I casted my own countertops from concrete. Its pretty easy if once you know
the steps involved. I highly recommend the book mentioned in the previous
post. I did mine before the book was published, and was suprised at how
similar my method was.
In general, make a template of your countertop and transfer it upside down on
melamine coated particle board or plywood.
Build 2" walls of wood to create a mold. Try not to go much thinner than that
as it may be prone to cracking. Caulk and fingersmooth all the edges that you
want to be rounded over. Reinforce with rebar and or some sort of wire mesh
(ideally the 6 " grid type). Wire all the reinforcement into one rigid
structure and suspend it about an inch off the bottom. Wipe on old cooking oil
as a release agent,
Mix 5000 psi concrete with as little water as you can while still having it
workable. This ensures a stronger slab. Dump it in the mold, pack it in well
in all the tight spots , screed the top with a striaght edge and let it cure.
No need to trowel or float to a smooth finish since its the bottom anyway.
once it turns hard, you might want to cover it with a tarp to retard
evaporation since keeping the water in the slab ensures it will be as strong as
possible. I kept the slab wrapped for weeks for a granite hardness
Once you release it from the mold you will no doubt have countless air bubble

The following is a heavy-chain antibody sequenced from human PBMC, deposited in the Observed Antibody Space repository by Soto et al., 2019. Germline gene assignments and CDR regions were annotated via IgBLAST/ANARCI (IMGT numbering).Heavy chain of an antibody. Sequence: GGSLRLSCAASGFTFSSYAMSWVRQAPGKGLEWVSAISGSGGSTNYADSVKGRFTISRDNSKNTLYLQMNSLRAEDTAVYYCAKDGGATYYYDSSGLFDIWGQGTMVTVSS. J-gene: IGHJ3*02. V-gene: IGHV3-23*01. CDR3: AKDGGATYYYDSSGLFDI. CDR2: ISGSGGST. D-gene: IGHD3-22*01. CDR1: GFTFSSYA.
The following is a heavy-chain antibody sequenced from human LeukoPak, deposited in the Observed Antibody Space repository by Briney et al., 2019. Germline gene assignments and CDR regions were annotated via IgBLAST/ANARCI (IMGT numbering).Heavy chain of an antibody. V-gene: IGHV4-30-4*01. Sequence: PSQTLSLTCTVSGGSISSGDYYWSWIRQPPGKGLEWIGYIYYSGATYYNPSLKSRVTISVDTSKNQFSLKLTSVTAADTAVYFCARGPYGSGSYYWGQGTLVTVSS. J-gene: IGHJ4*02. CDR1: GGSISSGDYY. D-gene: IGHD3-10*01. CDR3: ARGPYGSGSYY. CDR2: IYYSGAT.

holes on the finished side. Simply wet the slab down with water and fill the
holes with portland cement, water and some acrylic admixture. Add some
concrete pigment in the mixture for a nice patina. once cured, sand the whole
surface and further round the edged by sanding.
The holes where the faucet pokes through are made of dowel or pvc sections.
Wrap them once around with 1/8 inch packing foam sheet so that they will pop
out without effort. Sink cutouts are molded right in. My sink is undermounted
for the coolest results. It was actually an overmount sink that I mounted
underneath since I was too cheap to buy a new sink. No need to attach it to
the countertop, just suspend it level with the cabinet and lay the countertop
over it. A bead of caulk or silicone seals the seam.
Seal it with 3 coats penetrating masonry sealer, and polish the surface with
neutral color Kiwi shoe polish. The surface will shine like glass and resist
water and stains.
You really should do a small test slab to get a sense of the color and get
experience working the material.
I struck a test piece full force with a hammer blow and barely chipped the
concrete. If you form the slab properly, it will be nearly indestrutabe and
crack free for the life of the countertop.